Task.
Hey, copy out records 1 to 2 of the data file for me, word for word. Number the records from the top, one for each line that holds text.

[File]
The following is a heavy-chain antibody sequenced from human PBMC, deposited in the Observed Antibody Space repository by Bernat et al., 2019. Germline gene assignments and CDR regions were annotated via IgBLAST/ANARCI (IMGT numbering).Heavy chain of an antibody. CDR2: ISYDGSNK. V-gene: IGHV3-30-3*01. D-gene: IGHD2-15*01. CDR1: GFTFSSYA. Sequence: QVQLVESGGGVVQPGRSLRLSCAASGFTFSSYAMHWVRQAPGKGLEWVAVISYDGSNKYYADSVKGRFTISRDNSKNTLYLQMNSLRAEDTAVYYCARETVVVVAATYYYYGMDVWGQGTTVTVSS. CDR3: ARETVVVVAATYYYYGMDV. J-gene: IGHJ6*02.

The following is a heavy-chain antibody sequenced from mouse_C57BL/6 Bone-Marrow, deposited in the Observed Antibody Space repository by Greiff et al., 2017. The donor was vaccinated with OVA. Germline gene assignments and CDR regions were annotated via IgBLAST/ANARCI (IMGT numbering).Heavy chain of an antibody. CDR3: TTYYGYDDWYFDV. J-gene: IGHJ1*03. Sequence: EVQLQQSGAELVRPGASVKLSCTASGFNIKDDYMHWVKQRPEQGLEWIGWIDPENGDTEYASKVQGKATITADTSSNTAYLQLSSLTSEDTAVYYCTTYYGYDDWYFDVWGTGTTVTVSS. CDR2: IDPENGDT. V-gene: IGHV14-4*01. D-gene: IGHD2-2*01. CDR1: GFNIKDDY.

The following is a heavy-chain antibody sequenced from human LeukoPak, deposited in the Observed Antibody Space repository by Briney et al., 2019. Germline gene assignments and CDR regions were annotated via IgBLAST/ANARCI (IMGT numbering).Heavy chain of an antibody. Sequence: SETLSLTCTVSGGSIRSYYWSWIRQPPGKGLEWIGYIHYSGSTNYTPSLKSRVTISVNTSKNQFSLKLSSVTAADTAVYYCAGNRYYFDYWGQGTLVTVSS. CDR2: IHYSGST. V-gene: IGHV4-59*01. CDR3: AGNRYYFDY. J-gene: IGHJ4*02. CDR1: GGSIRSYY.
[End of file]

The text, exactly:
The following is a heavy-chain antibody sequenced from human PBMC, deposited in the Observed Antibody Space repository by Bernat et al., 2019. Germline gene assignments and CDR regions were annotated via IgBLAST/ANARCI (IMGT numbering).Heavy chain of an antibody. CDR2: ISYDGSNK. V-gene: IGHV3-30-3*01. D-gene: IGHD2-15*01. CDR1: GFTFSSYA. Sequence: QVQLVESGGGVVQPGRSLRLSCAASGFTFSSYAMHWVRQAPGKGLEWVAVISYDGSNKYYADSVKGRFTISRDNSKNTLYLQMNSLRAEDTAVYYCARETVVVVAATYYYYGMDVWGQGTTVTVSS. CDR3: ARETVVVVAATYYYYGMDV. J-gene: IGHJ6*02.

The following is a heavy-chain antibody sequenced from mouse_C57BL/6 Bone-Marrow, deposited in the Observed Antibody Space repository by Greiff et al., 2017. The donor was vaccinated with OVA. Germline gene assignments and CDR regions were annotated via IgBLAST/ANARCI (IMGT numbering).Heavy chain of an antibody. CDR3: TTYYGYDDWYFDV. J-gene: IGHJ1*03. Sequence: EVQLQQSGAELVRPGASVKLSCTASGFNIKDDYMHWVKQRPEQGLEWIGWIDPENGDTEYASKVQGKATITADTSSNTAYLQLSSLTSEDTAVYYCTTYYGYDDWYFDVWGTGTTVTVSS. CDR2: IDPENGDT. V-gene: IGHV14-4*01. D-gene: IGHD2-2*01. CDR1: GFNIKDDY.